The practice of working remotely is on the rise. An increasing number of companies and employees are uncovering the value it can provide, specifically when it comes to hiring workers with a physical disability. The American Community Survey conducted by the U.S. Census Bureau shows regular work at home has increased by 140% since 2005. Options to work remotely offer flexibility and freedom, especially to those with disabilities. Remote work arrangements decrease the need to commute, as well as the time and potential inconveniences that can come with commuting. As this working arrangement becomes more common, firms will continue to maximize the productivity and inclusion it enables. Here are four ways businesses can promote productivity within their remote workforce.
A recent State of Remote Work report deems loneliness to be the biggest struggle with working remotely. In order to mitigate this and ensure remote employees stay well connected, businesses can leverage digital tools and assistive technologies that enable social exchanges, regardless of location or physical capability. Project management applications that incorporate comment and tagging systems can provide this functionality, as well as instant messaging tools.
Firms may also employ talent management systems to weave social exchanges into the learning initiatives and friendly competitions that incentivize workforce development and productivity. Furthermore, dedicated employee rewards applications offer the chance to express upward or downward gratitude digitally as well as provide the opportunity to give a shout out to teammates. These technologies help hiring managers to connect remote team-mates and make virtual employees feel like they are contributing to the company culture. This is a huge motivator for workers who find mobility difficult as a result of an injury or disability and otherwise would feel isolated or removed from a working environment.
Enabling virtual togetherness
Businesses can leverage meeting tools to create virtual forums that promote inclusion and productivity. Equipping meeting rooms with video chat and screen-sharing capabilities offers remote employees an additional means to interface with their on-site co-workers. Assistive video-conferencing technology, in particular, helps workers with physical disabilities such as hearing impairment or paralysis participate and contribute in a meeting setting.
As the technology further proliferates, Virtual reality (VR) also provides options to meet virtually, as if everyone were in the same room. VR, as well as augmented or mixed reality, creates a sense of environmental presence, which is helpful for comradery and engagement. These emerging technologies offer robust collaboration tools and can make employees, regardless of physical ability, feel as though they are physically present in ways ordinary video chat cannot.
Providing easy time scheduling and monitoring
Remote work provides additional schedule flexibility without the possibility for in-person check-ins. This can be incredibly valuable for hiring managers with a disparate remote workforce. Therefore, it is especially important to use scheduling or time-tracking apps, in addition to digital messengers, in order to coordinate remote workforces.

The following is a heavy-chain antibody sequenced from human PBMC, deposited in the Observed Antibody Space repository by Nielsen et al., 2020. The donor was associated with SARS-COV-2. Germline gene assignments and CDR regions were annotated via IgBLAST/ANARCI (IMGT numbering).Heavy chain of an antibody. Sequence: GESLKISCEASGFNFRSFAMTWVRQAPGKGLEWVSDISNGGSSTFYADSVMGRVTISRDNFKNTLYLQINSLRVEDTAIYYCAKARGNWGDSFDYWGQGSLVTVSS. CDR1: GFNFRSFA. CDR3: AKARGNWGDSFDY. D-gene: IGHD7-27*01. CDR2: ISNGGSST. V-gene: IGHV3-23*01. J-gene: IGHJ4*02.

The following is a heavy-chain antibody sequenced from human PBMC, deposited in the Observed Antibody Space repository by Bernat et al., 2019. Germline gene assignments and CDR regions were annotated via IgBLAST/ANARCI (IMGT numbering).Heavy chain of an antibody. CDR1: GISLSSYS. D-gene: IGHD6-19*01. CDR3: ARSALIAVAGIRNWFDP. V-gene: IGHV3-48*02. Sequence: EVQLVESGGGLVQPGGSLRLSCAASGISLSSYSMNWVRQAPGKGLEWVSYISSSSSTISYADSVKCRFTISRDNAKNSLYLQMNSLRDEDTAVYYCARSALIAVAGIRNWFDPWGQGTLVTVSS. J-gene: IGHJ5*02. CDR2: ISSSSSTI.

This practice helps to organize virtual meetings and project deadlines, in addition to ensuring employees are using their time efficiently. The value of logging this data for project management and record keeping must balance against the time it takes employees to input this data, as well as potential perceptions of micro-management. A clear and honest discourse surrounding this data, combined with the use of intuitive software to house it, will help to strike that balance. It will ultimately save employees time and offer them peace of mind when logging their activities.
Clustering remote hires
Although much of the value of remote work lies in the opportunity for employees to live and work anywhere, there are also benefits to geographically clustering employees when possible. As companies hire remote workers from across the country, they may put a focus on grouping some of them. Additionally, clustering remote workers near satellite offices or other company hubs can help give remote workers a central command and contribute to organizational hierarchy. This is especially prevalent in multinational companies. Doing so may consist of prioritizing remote job opportunities into regions.
This strategy provides benefits to businesses and offers groups of remote workforces the chance to periodically convene in person without having to travel potentially long distances to the central office. This is especially beneficial for disabled workers because it eliminates the need for them to travel unnecessary distances. It gives employees the option to conduct these periodic face-to-face meetings with team members and facilitates a sense of togetherness that corresponds with increases in productivity. However, companies need to bear in mind the purpose of remote work, especially for employees who have difficulty working in-office, and avoid reducing the flexibility in hiring locations too much.
As remote workforces grow, firms will continuously seek to maximize their productivity. Recent innovations in collaborative technology, time-keeping software, and strategic grouped hiring help hiring managers and employees with differing levels of physical ability stay productive and engaged. When companies simultaneously promote inclusion and productivity, all levels of the organization benefit.
For more on how to increase productivity in remote teams, contact the Getting Hired team.